March 2008: Volume 34, Number 3
Report Card: Diabetics’ Glycemic Control is Improving
A majority of U.S. diabetic patients have achieved acceptable glycemic control, defined as glycohemglobin (HbA1c ) levels < 7%, according to a recent report (Diabetes Care 2008; 1: 102–104). The researchers attributed the better rate of glycemic control to concerted efforts of clinicians and professional organizations toward achieving this goal.
A study team from the CDC and the University of Missouri School of Medicine in Columbia found that among 1,334 diabetic participants in the National Health and Nutrition Examination Survey (NHANES) 2003–2004, 56.8% had adequate glycemic control, compared with just 37.0% of diabetic NHANES 1999–2000 participants. Compared with participants from NHANES 1999–2000, the adjusted prevalence ratios for having a concentration of HbA1c <7% were 1.32 (95% CI, 0.98–1.79) for participants from NHANES 2001–2002 and 1.46 (95% CI, 1.08–1.97) for participants from NHANES 2003–2004.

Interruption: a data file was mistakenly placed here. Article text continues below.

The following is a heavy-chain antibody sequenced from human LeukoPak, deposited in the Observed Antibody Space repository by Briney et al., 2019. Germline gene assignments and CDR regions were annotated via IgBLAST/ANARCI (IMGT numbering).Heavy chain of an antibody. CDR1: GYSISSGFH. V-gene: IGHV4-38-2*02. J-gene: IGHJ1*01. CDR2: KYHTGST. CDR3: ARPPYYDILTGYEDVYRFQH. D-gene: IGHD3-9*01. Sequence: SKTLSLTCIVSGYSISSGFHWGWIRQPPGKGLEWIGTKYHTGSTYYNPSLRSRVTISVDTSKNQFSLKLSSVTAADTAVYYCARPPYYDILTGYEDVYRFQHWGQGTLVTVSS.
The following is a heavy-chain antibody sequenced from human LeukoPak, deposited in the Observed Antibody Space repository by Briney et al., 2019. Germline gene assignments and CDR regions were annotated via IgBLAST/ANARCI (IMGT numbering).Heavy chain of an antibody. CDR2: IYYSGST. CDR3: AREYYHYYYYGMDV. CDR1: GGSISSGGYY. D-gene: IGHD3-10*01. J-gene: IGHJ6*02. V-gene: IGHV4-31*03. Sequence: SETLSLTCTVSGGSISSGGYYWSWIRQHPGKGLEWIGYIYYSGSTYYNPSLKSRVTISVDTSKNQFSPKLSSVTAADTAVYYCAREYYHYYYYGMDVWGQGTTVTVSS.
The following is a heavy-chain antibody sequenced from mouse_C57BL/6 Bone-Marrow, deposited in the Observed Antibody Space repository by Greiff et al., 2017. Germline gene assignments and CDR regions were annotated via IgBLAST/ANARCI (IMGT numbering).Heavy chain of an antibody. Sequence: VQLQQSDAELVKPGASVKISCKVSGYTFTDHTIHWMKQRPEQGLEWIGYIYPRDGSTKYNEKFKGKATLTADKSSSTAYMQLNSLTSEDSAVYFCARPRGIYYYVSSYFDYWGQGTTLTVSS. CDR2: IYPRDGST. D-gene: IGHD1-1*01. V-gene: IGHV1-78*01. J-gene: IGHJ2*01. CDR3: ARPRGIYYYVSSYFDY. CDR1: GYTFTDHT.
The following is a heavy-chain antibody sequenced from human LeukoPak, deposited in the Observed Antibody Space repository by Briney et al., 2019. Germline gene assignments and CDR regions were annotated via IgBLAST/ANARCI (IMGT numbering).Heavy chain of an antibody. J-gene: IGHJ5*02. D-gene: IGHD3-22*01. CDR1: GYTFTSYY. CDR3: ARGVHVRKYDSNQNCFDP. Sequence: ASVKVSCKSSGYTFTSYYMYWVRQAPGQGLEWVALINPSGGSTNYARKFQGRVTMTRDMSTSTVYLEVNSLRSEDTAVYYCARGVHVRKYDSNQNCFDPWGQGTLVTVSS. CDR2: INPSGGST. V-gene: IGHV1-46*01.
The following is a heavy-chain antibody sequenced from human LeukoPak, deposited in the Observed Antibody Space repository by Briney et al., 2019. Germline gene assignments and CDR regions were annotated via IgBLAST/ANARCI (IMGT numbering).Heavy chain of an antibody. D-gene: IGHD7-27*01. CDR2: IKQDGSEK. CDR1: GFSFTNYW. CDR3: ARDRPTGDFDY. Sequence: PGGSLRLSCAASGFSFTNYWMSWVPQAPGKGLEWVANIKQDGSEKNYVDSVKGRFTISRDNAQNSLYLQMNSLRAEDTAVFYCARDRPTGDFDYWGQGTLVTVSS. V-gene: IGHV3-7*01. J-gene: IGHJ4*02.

Adjustment for age, sex, ethnicity, educational and smoking status, hypertension, concentration of total cholesterol, body mass index, waist circumference, treatment, and duration of diabetes in logistic regression had little effect on these figures.
While overall glycemic control rates improved and were similar in men and women for the entire 6-year period, ethnic disparities remain. White participants had better glycemic control than did African American or Mexican counterparts for the entire study period. Improvements in glycohemoglobin were steadier among whites than among African Americans and Mexican Americans, among whom increased rates of glycemic control occurred mostly before 2003.
Healthcare professionals and organizations should not rest upon learning of the apparent success related to glycemic control. “As welcome as the recent favorable trends in glycemic control are, additional efforts are needed to help the ~40% of patients with diabetes who do not have adequate glycemic control,” the researchers wrote.